Sec. Work, Employment and Organizations
Volume 8 - 2023 | https://doi.org/10.3389/fsoc.2023.1164293
Transformative community projects in East Germany's rural spaces: exploring more sustainable forms of learning, working, and living
- 1Department of Social and Emotional Learning, University of Flensburg, Flensburg, Germany
- 2School of Education, Lenoir-Rhyne University, Hickory, NC, United States
Increasingly people experience alienation in educational institutions, in work life, and fragmentation in their personal life. This study explores more self-determined, healthy, and sustainable forms of working, learning, and living through a dynamic process that began in 2020 with the purchase of an old homestead in Eastern Germany. Through the remodeling of the buildings and grounds, the first social and cultural references emerged. Along with practical uses, the farm project sees itself as a future workshop or think tank. The resulting consideration includes ideas of compulsory schooling woven into a self-designed format and the introduction of an unconditional basic income. These components could lead to thousands of such projects in rural and urban areas. Drawing from communitarianism, the belief is that an active civil society must take on social, economic, and educational responsibilities and offer children and young people improved conditions in which to grow up. Theory development on the individual components exists, such as entrepreneurship, transformation, community-building, basic income, or self-directed learning but not on the interaction of these variables in the overall context. We tentatively call this integrated design a transformative community project.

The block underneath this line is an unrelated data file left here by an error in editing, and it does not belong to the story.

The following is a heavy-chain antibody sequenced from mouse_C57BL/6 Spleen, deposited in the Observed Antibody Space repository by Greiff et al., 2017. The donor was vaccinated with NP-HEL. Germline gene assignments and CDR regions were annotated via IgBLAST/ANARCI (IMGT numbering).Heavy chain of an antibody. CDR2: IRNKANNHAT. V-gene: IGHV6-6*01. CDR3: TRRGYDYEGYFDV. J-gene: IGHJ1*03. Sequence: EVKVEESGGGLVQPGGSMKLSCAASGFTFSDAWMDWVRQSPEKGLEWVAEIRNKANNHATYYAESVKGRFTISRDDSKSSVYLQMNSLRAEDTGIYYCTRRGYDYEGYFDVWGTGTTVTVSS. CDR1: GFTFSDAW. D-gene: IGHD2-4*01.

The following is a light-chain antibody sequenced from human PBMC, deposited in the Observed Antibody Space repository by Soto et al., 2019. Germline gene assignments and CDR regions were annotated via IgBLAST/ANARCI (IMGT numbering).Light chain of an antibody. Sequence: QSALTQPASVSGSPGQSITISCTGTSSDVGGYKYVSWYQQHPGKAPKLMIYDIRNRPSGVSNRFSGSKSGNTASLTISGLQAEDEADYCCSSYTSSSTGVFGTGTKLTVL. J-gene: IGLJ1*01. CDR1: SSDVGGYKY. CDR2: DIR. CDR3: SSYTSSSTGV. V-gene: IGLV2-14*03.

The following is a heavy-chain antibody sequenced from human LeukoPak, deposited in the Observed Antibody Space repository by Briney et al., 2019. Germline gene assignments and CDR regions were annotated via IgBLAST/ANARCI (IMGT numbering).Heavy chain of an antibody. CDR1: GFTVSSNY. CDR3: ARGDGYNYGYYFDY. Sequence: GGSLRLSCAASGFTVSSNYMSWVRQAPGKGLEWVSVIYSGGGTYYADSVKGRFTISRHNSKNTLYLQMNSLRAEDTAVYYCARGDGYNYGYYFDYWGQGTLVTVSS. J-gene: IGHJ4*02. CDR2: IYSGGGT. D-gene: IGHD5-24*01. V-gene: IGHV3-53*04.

Examining decades of German society's development, one can acknowledge the existence of positive attributes such as stable state institutions, a robust public education and school system, a functioning welfare state system, and a sufficiently stable labor market. However, one realizes that there is also a shortage of skilled workers, for example, in the field of geriatric care or teaching within schools. Concurrently, signs of dissolution exist in various areas of society, disintegration of families, an unconnected coexistence of different ethnic communities, or lives that sometimes take place in escapist, virtual worlds. A common narrative or a value-based framework that could hold society together from within is scarce. The functionalized world of work yields human experiences that often lack professional self-realization. Competition, indifference, and alienation frame the work–life experience (e.g., Sayers, 2011; Shantz et al., 2014, 2015; Kalekin-Fishman and Langman, 2015; Bousquet, 2023). Parents leave their children at crèches, daycare centers, and schools, often for the workday. They rush to their 9–5 job, then retrieve their children and try to have nominal family time together before repeating the process. A primary goal of the education system is to prepare youth to cope with such a working world of jagged, disconnected living arrangements. Responsible authorities and ministries attempt to make school lessons better and more effective, through increased management, control, performance measurement, and support. Youngsters learn in neon-lit classrooms, often reduced to sedentary and book-focused learning experiences, far away from forests, meadows, and fields. However, complex difficulties increasingly appear among youth. When adjoined with conditions of instability, including broken family relationships and complex migration backgrounds, unresolved trauma and uprooting experiences, educational careers, and successful work life are quickly at risk. Male students particularly have a high risk for low achievement, truancy, or delinquency (e.g., Hascher and Hagenauer, 2010). These often lead to a complete abandonment of school education (Harber, 2002; Hascher and Hadjar, 2018; e.g., Havik and Ingul, 2021).